Women's Peace Table, Popayan, Colombia
“Let us move together towards the truth”
In May 2019, 20 women participating in a Women's Peace Table in southern Colombia discussed their experiences during the armed conflict. They spoke about grief, anger, truth and forgiveness. The Colombian Truth Commission is participating in this Peace Table programme in 2019 and 2020.
The women walk together through the dense, lush forest. Stopping at a tree, they read the yellow note attached to it. It says, "I have understood that I can’t stay with this pain; I want to learn to forgive."
One woman talks about how she wanted to commit suicide, because the pain of her experiences during the conflict in Colombia had become intolerable. But then something stirred within her: "I can’t do the perpetrators the favour of not living anymore, after what has been done to me." The other women listen in silence. Then they continue along the path, at the beginning of which a board calls on the women to "let us move together towards the truth."
The 20 women participated in a Peace Table that took place in May in Popayan, in the south of Colombia. It was the first of four regional Peace Tables organised this year by COMUNITAR, PeaceWomen Across the Globe’s partner organisation. The Colombian "Commission for the Clarification of the Truth, Coexistence and Non-Repetition” is cooperating in these Peace Tables with the aim of ensuring that women are part of the peace process and that their experiences are not forgotten. PeaceWomen Across the Globe (PWAG) provides essential support, particularly important as the Colombian state, which is responsible for financing the work of the Commission, has cut its budget by 40 percent.
Stories of resistance
In Popayan, Alejandra Miller Restrepo, a member of the PWAG board and of the Truth Commission, talked about the current state of the peace process and explained the Commission’s goals. One of its aims is to collect as many women’s testimonies as possible so that they can be included in the truth-finding process and in the building of the historical record of the armed conflict. Her focus and that of the Commission is both on the women’s pain and suffering and on their stories of resistance, “what you did to survive,” Alejandra Miller Restrepo told the women. Including both aspects in their testimonies ensures that the women are regarded not only as victims, but also as actors, as women with agency.
Five members of local truth commissions, the so-called "casas de verdad", took part in the Peace Table in order to record the "testimonios", the women’s statements. The decision whether to tell their stories or not is entirely up to the women. Even though they know that the statements will remain anonymous, they often find it difficult to talk about their experiences. But the time spent with women who listen and understand and share similar experiences makes it easier for them to open up.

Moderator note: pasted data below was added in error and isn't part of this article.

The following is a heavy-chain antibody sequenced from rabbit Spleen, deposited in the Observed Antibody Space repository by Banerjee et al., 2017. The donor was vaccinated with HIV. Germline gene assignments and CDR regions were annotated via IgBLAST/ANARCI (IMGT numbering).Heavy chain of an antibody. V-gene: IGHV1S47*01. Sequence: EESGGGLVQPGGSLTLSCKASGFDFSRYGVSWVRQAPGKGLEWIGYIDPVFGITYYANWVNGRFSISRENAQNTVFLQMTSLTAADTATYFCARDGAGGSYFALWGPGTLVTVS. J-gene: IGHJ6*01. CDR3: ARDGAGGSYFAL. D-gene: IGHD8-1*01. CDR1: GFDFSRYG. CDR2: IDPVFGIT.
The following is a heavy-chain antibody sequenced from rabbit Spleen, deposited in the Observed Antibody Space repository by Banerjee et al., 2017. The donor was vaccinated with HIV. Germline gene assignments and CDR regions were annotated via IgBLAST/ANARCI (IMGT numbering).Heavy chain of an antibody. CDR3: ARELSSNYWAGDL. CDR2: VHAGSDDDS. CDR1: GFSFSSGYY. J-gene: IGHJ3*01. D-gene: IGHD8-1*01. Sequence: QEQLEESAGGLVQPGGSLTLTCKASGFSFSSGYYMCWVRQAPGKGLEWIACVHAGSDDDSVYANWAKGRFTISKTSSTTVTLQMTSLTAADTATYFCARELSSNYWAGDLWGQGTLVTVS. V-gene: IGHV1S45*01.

At home, they repress the memories and the pain. "We do not dare to cry because we don’t want to burden the family," said one of the women. Another expressed what many thought: "This is a place where we can give free rein to our feelings – to grief and to the joy that we are not alone.” After two days, 14 out of the 20 women had told their stories to the Truth Commission staff members. The experiences from the regional Peace Tables will be gathered and exchanged at the national Peace Table, which will be held in Medellín towards the end of 2019. All the women who attended the regional Peace Tables will be invited to participate because accountability and strengthening the women’s resources and networks are part of the process.
Forgiveness without forgetting
A central component of the PeaceTables is the women’s psycho-social support. The walk along the forest path brings the women, many of whom were driven from their land during the conflict, into nature and re-awakens memories. At the conclusion of the Peace Table, each woman receives a terracotta pot, some earth, a packet of seeds and a paper flower on which encouraging and motivational sayings are fastened. During the two days, there was much talking and crying but also hugging and singing – and hope.
They have learned that they can break their silence and talk about the atrocities they have experienced that they can forgive without forgetting. The process of coming to terms with the past, in which the Truth Commission’s report will play an important role, will ultimately ensure this.